It's not without problems, of course. First, how do you trust that this cash is going to the right people in the first place? What would be to stop someone setting up a fund, slapping the name "Firefly" on it, then pocketing some cash and disappearing, before a trademark dispute can even be raised? Second, you don't want the emergency fund to be the lazy fallback position. If the studio hears that there's a few million dollars held in trust, they might be less likely to greenlight the next season with their own money. Just say its cancelled, grab the rescue fund and carry on. Zero investment, full profit. Third, you want to get the rights right. You don't want fans swooping in droves to save a cancelled show, only to have the network pick it back up and, again, pocket the profits. If the angel investors are the show's fans, they should get a cut of the profits for funding like this. Point 3 should cancel out point 2. Unless you paid in, you don't get cash out. Fourth, and perhaps the biggest problem, by the time the public hears about a show being cancelled, it's way too late to save it. By then, the props and costumes are warehoused, recycled or pillaged, the sets are torn down and the stages reassigned, plus the writers, actors and other crew are looking for their next gig. The network completely dismantles a show, then makes the press release to say it's over, and then the fans cry out in an uproar. We need to get in just at the point where the studio decides their money is better spent elsewhere.

Mokalus of Borg

PS - If we can get in at that point, this might work.
PPS - Or we might learn that TV is way more expensive than we thought.

Monday, 28 July 2014

Urban camouflage

Urban camouflage doesn't mean blending in with buildings. It means blending in with people. If you want to be camouflaged in an urban setting, you don't use the same tactics as for jungle or desert camouflage, where you try to blend into the background. You should try to look like people who belong there. Boring people not worth a second look.

Mokalus of Borg

PS - That's how real ninjas did it.
PPS - Apparently.

Friday, 25 July 2014

Blu-Ray doesn't work for me

I have, as yet, not had a single Blu-Ray movie play all the way through without some kind of issue on my Panasonic player. I've been encouraged to update the firmware, which never seemed to change anything (after all, the main point of firmware updates is to make sure the player refuses to operate in the circumstances that Hollywood dictates, so I can't imagine it ever adding functionality or fixing anything significant), and sometimes the discs still refuse to even load afterwards. There have always been entire scenes that wouldn't play at all. For example, the middle of The Internship when they go out on the town, or the entire last 20 minutes of Vampire Academy.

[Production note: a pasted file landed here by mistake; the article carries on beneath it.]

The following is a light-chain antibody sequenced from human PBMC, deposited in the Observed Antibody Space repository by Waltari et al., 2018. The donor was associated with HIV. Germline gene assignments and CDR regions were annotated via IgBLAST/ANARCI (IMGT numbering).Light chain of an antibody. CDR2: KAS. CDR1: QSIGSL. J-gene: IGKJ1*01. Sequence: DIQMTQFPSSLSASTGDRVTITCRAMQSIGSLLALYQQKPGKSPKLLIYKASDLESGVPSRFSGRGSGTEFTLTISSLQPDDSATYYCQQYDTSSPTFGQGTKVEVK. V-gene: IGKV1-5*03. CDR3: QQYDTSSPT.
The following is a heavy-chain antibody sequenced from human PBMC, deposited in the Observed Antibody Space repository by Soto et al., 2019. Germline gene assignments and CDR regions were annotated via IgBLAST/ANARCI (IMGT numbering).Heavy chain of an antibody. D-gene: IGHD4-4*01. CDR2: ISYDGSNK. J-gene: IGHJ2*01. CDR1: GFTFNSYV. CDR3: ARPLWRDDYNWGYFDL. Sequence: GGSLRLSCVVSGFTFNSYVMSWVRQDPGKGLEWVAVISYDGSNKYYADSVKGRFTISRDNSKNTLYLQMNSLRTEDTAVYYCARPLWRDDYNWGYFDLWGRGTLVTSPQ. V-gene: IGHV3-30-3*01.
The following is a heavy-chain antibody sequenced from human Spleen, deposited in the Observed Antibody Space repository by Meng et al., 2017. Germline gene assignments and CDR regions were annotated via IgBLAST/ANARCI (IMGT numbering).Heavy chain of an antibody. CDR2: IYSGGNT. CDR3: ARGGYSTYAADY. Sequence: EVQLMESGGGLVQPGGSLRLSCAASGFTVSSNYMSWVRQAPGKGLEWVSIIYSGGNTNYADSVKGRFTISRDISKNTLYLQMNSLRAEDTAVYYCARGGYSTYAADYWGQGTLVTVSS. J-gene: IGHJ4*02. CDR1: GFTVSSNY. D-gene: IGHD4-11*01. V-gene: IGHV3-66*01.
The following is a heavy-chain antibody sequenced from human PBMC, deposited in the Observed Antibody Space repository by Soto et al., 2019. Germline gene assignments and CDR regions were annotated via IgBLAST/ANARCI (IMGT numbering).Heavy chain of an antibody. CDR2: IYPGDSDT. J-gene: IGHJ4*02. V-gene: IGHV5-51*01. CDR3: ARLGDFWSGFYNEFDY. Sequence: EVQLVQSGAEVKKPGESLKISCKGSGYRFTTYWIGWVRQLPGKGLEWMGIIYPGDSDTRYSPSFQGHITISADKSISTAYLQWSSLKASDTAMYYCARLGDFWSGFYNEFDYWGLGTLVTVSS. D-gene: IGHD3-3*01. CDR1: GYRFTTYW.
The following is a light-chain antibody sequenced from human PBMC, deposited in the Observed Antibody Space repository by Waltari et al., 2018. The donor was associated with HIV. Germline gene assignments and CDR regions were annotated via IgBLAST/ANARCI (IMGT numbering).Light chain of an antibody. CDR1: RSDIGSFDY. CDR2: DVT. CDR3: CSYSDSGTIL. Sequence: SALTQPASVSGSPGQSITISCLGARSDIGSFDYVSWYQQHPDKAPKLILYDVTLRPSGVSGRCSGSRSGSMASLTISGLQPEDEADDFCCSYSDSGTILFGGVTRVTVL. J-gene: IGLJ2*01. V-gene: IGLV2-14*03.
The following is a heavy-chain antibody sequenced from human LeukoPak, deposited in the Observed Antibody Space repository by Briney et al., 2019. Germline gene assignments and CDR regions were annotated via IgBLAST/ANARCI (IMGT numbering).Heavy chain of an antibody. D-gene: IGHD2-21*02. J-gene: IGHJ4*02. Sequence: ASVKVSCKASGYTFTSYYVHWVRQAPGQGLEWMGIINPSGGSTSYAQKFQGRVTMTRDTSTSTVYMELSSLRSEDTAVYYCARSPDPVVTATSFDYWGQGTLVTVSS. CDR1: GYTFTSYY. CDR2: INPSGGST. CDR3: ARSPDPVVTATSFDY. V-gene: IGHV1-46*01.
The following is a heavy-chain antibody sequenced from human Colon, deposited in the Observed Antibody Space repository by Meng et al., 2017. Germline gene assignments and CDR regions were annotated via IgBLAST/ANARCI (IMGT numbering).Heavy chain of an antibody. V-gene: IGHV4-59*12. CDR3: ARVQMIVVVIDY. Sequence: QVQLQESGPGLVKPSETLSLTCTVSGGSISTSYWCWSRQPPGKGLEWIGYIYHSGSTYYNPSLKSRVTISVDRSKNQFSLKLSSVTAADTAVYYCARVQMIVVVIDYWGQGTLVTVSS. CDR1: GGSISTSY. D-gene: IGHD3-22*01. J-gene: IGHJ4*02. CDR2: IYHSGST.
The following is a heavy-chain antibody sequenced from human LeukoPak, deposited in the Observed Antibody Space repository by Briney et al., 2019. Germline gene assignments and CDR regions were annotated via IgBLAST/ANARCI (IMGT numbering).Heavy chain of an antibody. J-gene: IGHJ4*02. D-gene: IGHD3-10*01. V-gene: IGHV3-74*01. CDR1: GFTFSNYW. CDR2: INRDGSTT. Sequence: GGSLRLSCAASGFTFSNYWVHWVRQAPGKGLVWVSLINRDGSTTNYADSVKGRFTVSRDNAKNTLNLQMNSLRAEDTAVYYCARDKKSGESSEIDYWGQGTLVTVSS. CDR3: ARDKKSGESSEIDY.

I know it's not the player itself, at least in general, because DVDs have zero issues. Not one, not ever, except with badly scratched rentals. All my own well-cared-for discs play perfectly every time.

This is why I blame the Blu-Ray standard itself, and I won't be buying any more of those discs. It's been noted that Blu-Ray demand is falling in the USA much faster than Sony anticipated. Some people think this is because of Netflix and streaming services. Personally, I think Blu-Ray is doing everything it can to self-destruct, and this is just the "Mission Accomplished" moment.

Mokalus of Borg

PS - Plus, streaming services can be pretty great.
PPS - Or they can be terrible, like Ultraviolet.

Thursday, 24 July 2014

Unique language sarcasm tones

I read recently that the sound of sarcasm is different in every language. You might think that verbal sarcasm would be easy to detect regardless of the language, but that's just not the case. This does, however, make sense of a story Arj Barker told about performing in Germany. His sarcasm-based comedy didn't quite seem to hit the mark, and even allowing for the idea that English might have been his audience's second language, this would better explain why they didn't seem to get it: they didn't know how to listen for the English-speaking sarcasm tone.

Mokalus of Borg

PS - Fortunately, on the internet, we can all detect sarcasm in text perfectly.
PPS - Just like that.

Wednesday, 23 July 2014

Facebook Save proves Facebook doesn't like to share